A Letter to Pope Francis

Margot Bremer rscj walking with people - photo taken during the Silent March for the "campesinos" (11 April 2014)


… to introduce the People of the Paraguayan Land

Welcome, dear Pope Francis, to this beautiful guaraní land, inhabited by a multicultural and multi-ethnic population with deep human values but who, especially the “children of the land,”  suffer from systemic impoverishment.  I would like to introduce them to you in three different facets:
1.  This land was first populated by peoples who today scarcely number 120,000  —  the so-called indigenous peoples, in twenty diverse groups with different cultures and histories, who now make up 2% of the Paraguayan population.  Until comparatively recently (1945), these lands were covered by 8M hectares of forest, where the peoples were free to live in interdependent and reciprocal relationships amongst themselves and with the natural world.

Today, however, indigenous communities are like ghettos, isolated and blocked off.  Many indigenous families are forced to abandon their ancestral lands and to move to the cities where they are not welcome.  The few shamans who survive continue to pray for us from within the forests; they are saddened and devastated because we, the white people, “don’t know how to live or coexist with sacred ground.”

2.  When the first Spaniards came 500 years ago to colonize our Paraguayan land, they learned from those who spoke guaraní how to work the land and to plant according to an agri-cosmic calendar.  They also adopted some basic indigenous principles founded on jopoi (reciprocity), potyró (working communally), and aty guazú (assemblies).  This was how the Paraguayan peasant farming life came into being, with its profound values of contemplation and wisdom, purified and renewed in a constant struggle against droughts, fires, plagues, floods, thefts, and evictions.

Today, however, many peasant farmers are without land, and 80% of the fertile land is in the hands of 2% of the population.  These suffering landless peasants have a story to tell, and they beg to be listened to.

3.  The great majority of the people, the Bañados, who live along the shores of the River Paraguay, in the periphery of the capital-city, are former peasant farmers and indigenous groups who have been forced for different reasons to abandon their lands.  Hoping for a new life in the city, they have learned that they are not valued and nobody is interested in their knowledge and experience of working the land. Many of them scrape an existence from the municipal rubbish, others on the docks, or fishing.  But it is mainly the women, many of them heads of families, who support the household through their work as domestics in the wealthy neighborhoods.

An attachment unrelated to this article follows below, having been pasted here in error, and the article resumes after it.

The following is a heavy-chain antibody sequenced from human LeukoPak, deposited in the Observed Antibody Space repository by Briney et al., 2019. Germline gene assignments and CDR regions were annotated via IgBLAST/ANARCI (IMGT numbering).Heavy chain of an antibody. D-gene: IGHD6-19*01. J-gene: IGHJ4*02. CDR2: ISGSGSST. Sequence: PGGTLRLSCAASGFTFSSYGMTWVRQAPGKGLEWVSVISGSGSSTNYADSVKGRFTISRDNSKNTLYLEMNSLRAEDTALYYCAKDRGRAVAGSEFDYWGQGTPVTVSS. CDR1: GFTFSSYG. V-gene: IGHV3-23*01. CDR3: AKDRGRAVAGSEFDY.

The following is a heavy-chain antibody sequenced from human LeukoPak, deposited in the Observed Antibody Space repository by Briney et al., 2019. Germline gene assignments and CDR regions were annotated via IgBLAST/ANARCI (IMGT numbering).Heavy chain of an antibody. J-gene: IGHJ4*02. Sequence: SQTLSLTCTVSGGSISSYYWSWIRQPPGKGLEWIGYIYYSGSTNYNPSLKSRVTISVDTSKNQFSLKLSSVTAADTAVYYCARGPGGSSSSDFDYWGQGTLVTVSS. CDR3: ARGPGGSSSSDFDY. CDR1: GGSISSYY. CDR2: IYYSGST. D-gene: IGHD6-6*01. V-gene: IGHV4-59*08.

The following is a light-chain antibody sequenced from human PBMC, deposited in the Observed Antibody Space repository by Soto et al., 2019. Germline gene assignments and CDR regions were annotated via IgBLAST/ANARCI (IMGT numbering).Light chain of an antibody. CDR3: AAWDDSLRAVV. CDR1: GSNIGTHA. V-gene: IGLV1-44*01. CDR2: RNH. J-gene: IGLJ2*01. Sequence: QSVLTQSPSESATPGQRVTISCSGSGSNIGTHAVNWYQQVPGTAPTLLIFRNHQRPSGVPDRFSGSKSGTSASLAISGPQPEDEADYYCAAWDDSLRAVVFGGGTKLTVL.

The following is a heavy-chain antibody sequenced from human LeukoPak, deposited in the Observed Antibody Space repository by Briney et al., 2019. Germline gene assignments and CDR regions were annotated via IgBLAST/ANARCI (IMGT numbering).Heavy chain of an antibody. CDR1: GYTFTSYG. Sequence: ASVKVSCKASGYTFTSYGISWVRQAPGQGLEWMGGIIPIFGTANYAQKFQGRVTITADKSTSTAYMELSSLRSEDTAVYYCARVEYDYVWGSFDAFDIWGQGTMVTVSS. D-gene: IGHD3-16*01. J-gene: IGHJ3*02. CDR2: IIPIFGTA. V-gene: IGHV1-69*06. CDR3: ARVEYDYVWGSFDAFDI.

Today, however, the Bañados are threatened with eviction from these untitled lands.  Through tremendous sacrifice, they have turned these once uninhabited shores into livable areas and together they have constructed a new Bañados culture.  But once again, their pursuit for land continues.

These three groups:  indigenous peoples, peasant farmers, and the Bañados,
form the “people of the land”
and they are at the heart of the Paraguayan people.
Dear Pope Francis, you will find in this Paraguayan “people of the land” the People of God.  They bring an irreplaceable contribution to the identity of our people.  The aroma and the knowledge of the earth, the joy of being together and working communally, the fruits of their faith in and love for the God of Life and Community from them as one people in diversity.  Please hear their voice, as they speak to you in their own language, in guaraní, and as they express to you their soul.  They hope that you would come to their land and listen to them.  They await your consoling and joy-filled words of  encouragement for their untiring struggle for a better life.

I do not wish to be the voice of the voiceless, as the “people of Paraguayan land” have their own voice, their own words.  But I assure you that, when you listen to them, you will find yourself at the “heart” of the Paraguayan people.

A warm embrace with the aroma of and the love for the land of Paraguay,          
Margot Bremer rscj
Margot Bremer rscj has been living and working in Paraguay for 27 years now.  She collaborated with the Jesuits in the Antonio Guasch Center for Paraguayan Studies, and for 20 years she taught at the Institute of the Conference of Religious. At present, she serves as theological adviser in CONAPI (Coordinación Nacional de Pastoral Indígena), a post she has held since 1992; continues her collaboration with the Jesuits through their magazine Acción; and participates in different groups, including AMERINDIA, AELAPI (Articulación ecuménica latinoamericana de Pastoral y Teología India) and CELAM (Conferencia Episcopal latinoamericana) where she contributes in the area of guaraní theology.

Section |International News

Tags |Paraguay